Programming Languages

G22.2110 Summer 1998


Class #6

OO Imperative Programming Languages - Part II


Homework #6: Sethi Exercises 6.4, 6.12, 7.2, 7.9, 7.13

Read Sethi’s Chapters 7, 15.3, 15.4, handouts and references




C6.0. Midterm, Current Assignments, PL Project

C6.1. Introduction to Object-Oriented Programming Languages

C6.2. The Smalltalk Programming Language

C6.3. Support for Object-Oriented Programming in C++ (next session)

C6.4. Support for Object-Oriented Programming in Ada95 (next session)

C6.5. Comments on Sethi's Chapters 7, 15.3, 15.4


C6.0. Current Assignments, PL Project


Homework #6 due 7/9/98


Midterm, 1 hour in class – June 25th (Sethi’s chapters 1-6 and class notes)


PL Project – Part I due today, Part II to be posted on the web on July 3 (due July 16)

(Part II focuses on C++ and Java, Part III focuses on Ada, and Part IV on Scheme/LISP)


C6.1. Introduction to Object-Oriented Programming Languages


Pure OO languages:


Hybrid languages:


Object-Oriented Programming:







subtype SMALL_INT is INTEGER range -100 .. 100;


Derived Types:






Complex Type Inheritance:




Inheritance and dynamic type binding distinguish OO programming from programming with ADTs.


C6.2. The Smalltalk Programming Language


Message Passing Model


Everything is an object (integer constant or complex file-handling system)










Smalltalk Environment


Smalltalk system integrates:


System interface:


System is written in Smalltalk and can be customized to fit user needs (source available to user).


Smalltalk is a programming language + programming methodology + programming environment


Smalltalk Language








Message Expressions:


2 parts:


3 categories:

e.g., firstAngle sin

e.g., 21 + 2

sum / count

e.g., firstArray at: 1 put: 5

method is "at:put:" and is called a selector


Message expressions:

e.g, (total - 3) * divisor

firstArray at: index - 1 put: 77 (1 sent to the - method of object index, the result and 77

are sent to the at:put: method of the object firstArray

e.g., ourPen home; up; goto: 500@500; down; home

same as:

ourPen home.

ourPen up.

ourPen goto: 500@500.

ourPen: down.

ourPen: home.




General syntactic form:

Message_pattern [ | temporary variables| ] statements


Temporary variables:


Message pattern:



e.g., unary method


^(oldTotal + newValue)

currentTotal method returns the value of the expression in parenthesis

e.g., keyword method

x: xCoord y: yCoord

ourPen up; goto xCoord@yCoord; down

x:y: message selector is such that object ourPen is sent the messages up, goto, and down.

Example message is: ourPen x: 300 y: 400


Assignment Statements:


e.g., total <- 22

index <- index + 1

salesTax <- deducts grossPay: 350.0 dependents: 4


Block and Control Structures:


Control structures are not provided by statements in the language, but they are formed with the fundamental object-oriented paradigm: message passing.




Provide a way to collect expressions into groups into an unamed literal object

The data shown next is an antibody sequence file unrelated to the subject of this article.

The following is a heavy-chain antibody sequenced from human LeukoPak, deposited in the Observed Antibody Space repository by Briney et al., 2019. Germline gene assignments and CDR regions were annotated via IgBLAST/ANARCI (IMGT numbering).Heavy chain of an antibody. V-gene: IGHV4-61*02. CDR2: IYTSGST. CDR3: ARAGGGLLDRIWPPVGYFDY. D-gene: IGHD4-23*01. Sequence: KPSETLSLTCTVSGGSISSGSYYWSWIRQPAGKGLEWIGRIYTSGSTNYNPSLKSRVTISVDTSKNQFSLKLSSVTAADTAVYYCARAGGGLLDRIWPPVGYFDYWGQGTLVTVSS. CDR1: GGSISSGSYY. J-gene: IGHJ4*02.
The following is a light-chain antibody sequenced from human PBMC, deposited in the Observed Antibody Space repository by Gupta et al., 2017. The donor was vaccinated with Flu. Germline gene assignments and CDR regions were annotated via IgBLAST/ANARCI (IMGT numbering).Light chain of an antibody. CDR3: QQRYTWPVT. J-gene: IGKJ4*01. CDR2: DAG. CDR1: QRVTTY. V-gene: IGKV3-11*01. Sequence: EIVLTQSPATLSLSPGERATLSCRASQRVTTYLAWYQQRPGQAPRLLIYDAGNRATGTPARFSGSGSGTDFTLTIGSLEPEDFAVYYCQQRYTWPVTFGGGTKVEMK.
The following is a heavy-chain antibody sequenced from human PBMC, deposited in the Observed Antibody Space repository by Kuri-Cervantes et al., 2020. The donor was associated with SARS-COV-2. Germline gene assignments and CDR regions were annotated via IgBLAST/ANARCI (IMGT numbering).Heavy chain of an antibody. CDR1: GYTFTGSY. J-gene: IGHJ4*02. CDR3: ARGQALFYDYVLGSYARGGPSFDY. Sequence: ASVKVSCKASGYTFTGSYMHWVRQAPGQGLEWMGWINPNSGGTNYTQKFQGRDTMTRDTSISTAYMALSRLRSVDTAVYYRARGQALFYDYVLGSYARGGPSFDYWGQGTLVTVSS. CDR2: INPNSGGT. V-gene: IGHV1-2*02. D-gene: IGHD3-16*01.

Blocks can be used to build execution control constructs.


Blocks are instances of the class Block.


Blocks can be thought of as procedure declarations that may appear anywhere


e.g., block is specified in brackets, with its expression components separated by periods

[index <- index + 1. sum <- sum + index]


e.g., expressions in a bloc are deferred actions (only executed when encountered)

[sum <- sum + index] value


e.g., blocks can be assigned to variables, and executed by sending the value message to the variable

addIndex <- [sum <- sum + index]

addIndex value



addIndex <- [sum + index]

sum <- addIndex value


e.g., block parameter separated from remainded of the block by (|), formal parameter specifications require a colon to be attached to the left end of each parameter

[:x :y | sum <- x + 10. total <- sum * y]




Use the keyword method whileTrue provided by the class Block


count <- 1.

sum <- 0.

[count <= 20]

whileTrue: [sum <- sum + count.

count < count + 1]


Use integer method timesRepeat:


xCube <- 1.

3 timesRepeat: [xCube <- xCube * x]


Use to:do: integer method:


1 to: 5 do: [sum <- sum + x], object 1 produces and returns 1, 2, 3, 4, 5 as internal values


Use to:by:do: integer method:


2 to: 10 by: 2 do: [:even | sum <- sum + even], block parameter takes on internal values

2, 4, 6, 8, and 10




Use ifTrue:ifFalse: method of the true and false objects


total = 0

ifTrue: [average <- 0]

ifFalse: [average <- sum // total]




Four parts:


Instance variables:


Dynamic Binding


Messages to an object normally causes the class to which the object belongs to be searched for a corresponding method.

If search fails, it is continued in the superclass of that class up to the system class Object which has no superclass (root).


More About Methods


e.g., use of temporary variables

first: x second: y | temp |

temp <- x + y.

temp > 1000

ifTrue: [y <- 1000].



e.g., use of pseudovariable self (object name that refers to the object in which it appears)

total = 0

ifTrue: [self error: 'Error - cannot compute average']

ifFalse: [^sum // total]


Type Checking and Generics


Smalltalk variables are not typed (any name can be bound to any object)


Type checking occurs dynamically when a message is sent to an object.




Can use "super" pseudovariable as a message prefix to bypass method hiding and start the method search in the superclass rather than locally


Smalltalk support single inheritance only.




Small language

Language syntax is simple and very regular

Programs are slower

Type errors go undetected until run time.

Appealing user interface and methodology.


C6.3. Support for Object-Oriented Programming in C++




Dynamic Binding




C6.4. Support for Object-Oriented Programming in Ada95


Classes and Objects




Dynamic Binding




C6.5. Comments on Sethi's Chapters 7, 15.3, 15.4